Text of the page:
exposed packages and cabal depends

Isaac Jones ijones at
Fri Apr 8 18:40:45 EDT 2005

(removing some CCs)

"S. Alexander Jacobson" <alex at> writes:

> Simon,
> The -hide-all-packages option would make sense only if there were real
> flexibility in selecting which packages to use in implementing the
> modules imported into your program. 

I disagree.  The basic system will be:

- the users add build-depends to their .cabal files

- their software, is built (by cabal) with the -hide-all-packages, and
  cabal adds -package flag for each explicit dependency, so:

- if there is any dependency on a package not mentioned in the .cabal
  file, the program will fail to build with cabal.

- (Previously[1], the user could fail to mention dependencies for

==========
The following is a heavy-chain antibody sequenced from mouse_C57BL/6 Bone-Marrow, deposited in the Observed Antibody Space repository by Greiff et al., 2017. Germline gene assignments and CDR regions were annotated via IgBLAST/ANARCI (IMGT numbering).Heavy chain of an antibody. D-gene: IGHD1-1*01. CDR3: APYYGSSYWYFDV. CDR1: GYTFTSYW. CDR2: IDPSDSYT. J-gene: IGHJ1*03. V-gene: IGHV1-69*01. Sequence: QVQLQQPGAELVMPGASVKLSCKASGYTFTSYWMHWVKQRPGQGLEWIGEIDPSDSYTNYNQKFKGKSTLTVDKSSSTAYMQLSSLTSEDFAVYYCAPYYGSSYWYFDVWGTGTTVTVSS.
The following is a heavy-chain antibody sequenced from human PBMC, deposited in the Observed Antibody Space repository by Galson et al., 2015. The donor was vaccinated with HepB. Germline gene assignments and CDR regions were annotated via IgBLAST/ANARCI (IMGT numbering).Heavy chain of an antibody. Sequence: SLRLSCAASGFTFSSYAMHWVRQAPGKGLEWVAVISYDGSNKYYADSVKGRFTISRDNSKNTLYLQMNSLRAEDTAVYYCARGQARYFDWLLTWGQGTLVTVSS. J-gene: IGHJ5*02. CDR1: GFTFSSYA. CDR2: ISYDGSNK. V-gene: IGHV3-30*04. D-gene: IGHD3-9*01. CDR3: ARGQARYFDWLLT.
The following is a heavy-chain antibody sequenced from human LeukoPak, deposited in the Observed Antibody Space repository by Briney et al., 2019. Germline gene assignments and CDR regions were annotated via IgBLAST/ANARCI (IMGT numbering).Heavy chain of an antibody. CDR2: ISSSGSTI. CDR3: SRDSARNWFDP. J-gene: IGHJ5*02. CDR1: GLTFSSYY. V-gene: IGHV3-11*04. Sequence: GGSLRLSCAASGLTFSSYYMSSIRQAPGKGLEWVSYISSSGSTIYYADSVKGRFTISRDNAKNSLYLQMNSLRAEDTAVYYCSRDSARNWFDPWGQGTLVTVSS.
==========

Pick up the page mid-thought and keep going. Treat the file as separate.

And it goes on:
"exposed" packages and not get an error.)

So the -hide-all-packages makes a great deal of sense and provides
value.  I don't think that your characterization of it is
constructive.  It works with the packaging system that exists today in
GHC.  Most of the infrastructure is outside of the compiler[2].  There
are pros and cons to that, but that's the reality of every compiler I
know of.



[1] That is, currently.

[2] The "packaging system" bits that include cabal, hackage, and
ghc-pkg are all external to the compiler.  The compiler only does the
relatively small job of knowing how to find the modules when given a
-package flag (or when a package is exposed).

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